1. Implement Holistic Non-Revenue Water (NRW) Management
In 2014, Penang’s NRW (or water loss) percentage was 18.25% as compared to the national average of 36.6%. Since 1999, PBAPP has sustained Penang’s NRW to be the lowest in Malaysia based on “traditional” standards that are adopted worldwide. The main emphasis has been on water lost between treatment plants and meter positions for landed residences, high-rise buildings (including apartments and condominiums) and commercial premises.
As Penang is a water-stressed state, PBAPP is now looking to expand its NRW management programme to minimise water loss throughout the water supply value chain. The proposed new areas of focus are water catchment areas and raw water supply systems upstream, and internal reticulation systems downstream.
As it stands, a total of 62.9 sq km of green forestlands have been protected by legislation in Penang as water catchment areas. These areas are precious natural “greenscapes” that catch water in a highly developed state and are now “off limits” to potentially destructive projects and activities. PBAPP is carefully monitoring these areas to prevent harm or destruction by encroachment or illegal activities.
Moreover, PBAPP will also ensure that all its major hardware for raw water extraction and storage, including intakes, canals, dams, mains and pumping stations are carefully maintained to perform optimally.
At the same time, PBAPP is planning to work with the Penang State Government to draft legislation to compel mandatory annual inspections of internal reticulation systems in all high-rise buildings, as in Singapore, to prevent and reduce water loss, while ensuring continuous good supply of water for all the residents.
2. Raise the Value of Water (WCS and Trade Tariffs)
The reason why domestic water supply is cheap in Penang is simply because it is subsidised by PBAPP. In 2014, PBAPP’s domestic water supply subsidy amounted to RM74.77 million. This amount of subsidy will increase yearly, and is not sustainable, especially if Penang wants secure and sufficient water supply in the future. As such, PBAPP will increase domestic tariffs gradually until it bills domestic water consumers at cost for consumption of up to 40,000 litres per month by Year 2020.
At the same time, Penang’s trade water tariffs for consumption of up to 500,000 litres per month are lower than the tariffs charged in Jakarta, Singapore, Manila, Tokyo, Kuala Lumpur, Hong Kong, Beijing, Macau, Seoul, Vientiane and Bangkok. The trade tariffs will also be raised gradually to sustain Penang’s competitiveness as well as to raise much-needed funds for critical water supply projects.
This initiative will also encourage the people conserve water, just as they are conserving energy and fuel that cost much more.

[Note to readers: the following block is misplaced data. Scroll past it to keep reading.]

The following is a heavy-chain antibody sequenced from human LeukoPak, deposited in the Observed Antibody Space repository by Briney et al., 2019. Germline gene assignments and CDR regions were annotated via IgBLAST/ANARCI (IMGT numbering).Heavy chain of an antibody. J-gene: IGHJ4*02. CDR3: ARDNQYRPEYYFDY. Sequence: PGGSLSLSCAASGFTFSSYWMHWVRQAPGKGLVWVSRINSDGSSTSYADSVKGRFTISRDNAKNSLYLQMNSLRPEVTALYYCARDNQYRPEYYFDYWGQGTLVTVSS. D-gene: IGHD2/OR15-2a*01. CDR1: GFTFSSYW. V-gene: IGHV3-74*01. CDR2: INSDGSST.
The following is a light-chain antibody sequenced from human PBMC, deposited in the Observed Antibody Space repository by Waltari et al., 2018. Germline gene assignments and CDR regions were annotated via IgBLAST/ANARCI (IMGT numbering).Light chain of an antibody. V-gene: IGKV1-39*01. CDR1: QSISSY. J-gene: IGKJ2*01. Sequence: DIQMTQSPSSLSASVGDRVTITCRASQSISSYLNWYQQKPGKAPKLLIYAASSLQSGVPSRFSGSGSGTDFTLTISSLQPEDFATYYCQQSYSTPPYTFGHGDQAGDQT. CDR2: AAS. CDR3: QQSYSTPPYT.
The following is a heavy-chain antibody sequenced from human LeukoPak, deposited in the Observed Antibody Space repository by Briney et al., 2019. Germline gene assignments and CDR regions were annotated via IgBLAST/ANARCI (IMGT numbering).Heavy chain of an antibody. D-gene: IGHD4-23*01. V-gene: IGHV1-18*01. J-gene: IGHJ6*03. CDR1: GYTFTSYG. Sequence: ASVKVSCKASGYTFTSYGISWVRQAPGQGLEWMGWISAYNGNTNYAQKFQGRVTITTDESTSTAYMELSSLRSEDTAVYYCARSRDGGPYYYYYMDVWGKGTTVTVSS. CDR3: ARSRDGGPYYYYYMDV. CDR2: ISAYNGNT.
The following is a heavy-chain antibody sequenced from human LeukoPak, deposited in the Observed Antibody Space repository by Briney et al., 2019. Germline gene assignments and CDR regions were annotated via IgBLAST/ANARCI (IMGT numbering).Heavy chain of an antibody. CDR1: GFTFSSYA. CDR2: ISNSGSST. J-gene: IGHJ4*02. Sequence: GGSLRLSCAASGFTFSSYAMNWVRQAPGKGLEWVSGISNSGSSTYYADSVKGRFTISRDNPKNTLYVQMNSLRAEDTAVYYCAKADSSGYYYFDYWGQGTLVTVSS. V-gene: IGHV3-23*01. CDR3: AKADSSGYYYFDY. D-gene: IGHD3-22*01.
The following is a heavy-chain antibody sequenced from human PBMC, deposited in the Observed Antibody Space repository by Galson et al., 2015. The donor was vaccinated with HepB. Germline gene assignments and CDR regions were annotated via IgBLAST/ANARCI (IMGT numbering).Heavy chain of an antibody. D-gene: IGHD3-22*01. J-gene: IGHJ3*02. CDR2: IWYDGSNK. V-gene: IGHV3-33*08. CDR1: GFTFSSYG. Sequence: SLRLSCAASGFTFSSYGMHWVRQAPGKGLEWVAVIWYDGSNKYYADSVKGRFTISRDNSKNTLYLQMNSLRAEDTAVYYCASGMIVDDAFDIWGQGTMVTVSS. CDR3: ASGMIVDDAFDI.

3. Increase Public Awareness and Participation in Water Saving
Even with engineering efficiency, PBAPP cannot sustain continuous good water supply without the support of the people. As such, PBAPP will step up its publicity campaign to deliver the following messages:
4. Promote Water Saving Devices (WSDs)
In countries that prioritise water saving, it has been shown that WSDs (such as shower heads, tap equipment, toilet systems, washing machines and automated dish washers) can reduce water consumption by up to 70%. Australia, Hong Kong, New Zealand, Singapore, United Kingdom and USA have implemented mandatory or voluntary labelling of WSDs as part of their water saving campaigns.
In Malaysia, the National Water Services Commission (SPAN) has discussed the possibility of implementing a WSD campaign. PBAPP will work with the Penang State Government to launch a campaign to encourage consumers to install WSDs in their homes and offices; and to replace out-dated plumbing fittings with WSDs. At the same time, developers and plumbers will be persuaded to fit WSDs in new development projects as well as to retrofit existing buildings with WSDs.
5. Develop an Additional Raw Water Resource
In the past 40 years, the Muda River has served as Penang’s main raw water resource. Projections indicate that Muda River can reliably quench Penang’s thirst until 2020. Beyond that, an additional water resource is needed. An additional raw water resource for Penang’s future – the Perak River, located in the neighbouring state of Perak, that has yet to be tapped to its full potential.
Raw water from the Perak River can be pumped to a water tunnel constructed across the highlands that separate the river from the Kerian Basin in Perak. The raw water will then gravitate through the tunnel and discharge into Sungai Ijok, a tributary of Sungai Kerian. Since Sungai Kerian is a geophysical feature that defines the boundary between Perak and Penang, PBAPP can then extract the raw water within Penang’s boundary for treatment and distribution.
This proposed Sungai Perak Raw Water Transfer Scheme (SPRWTS) has the potential to deliver an additional 1,300 million litres of water per day (MLD) to Penang. The implementation of this scheme will also reduce dependency on the Muda River, and hence, reduce the risk of a water crisis in Penang during periods of drought.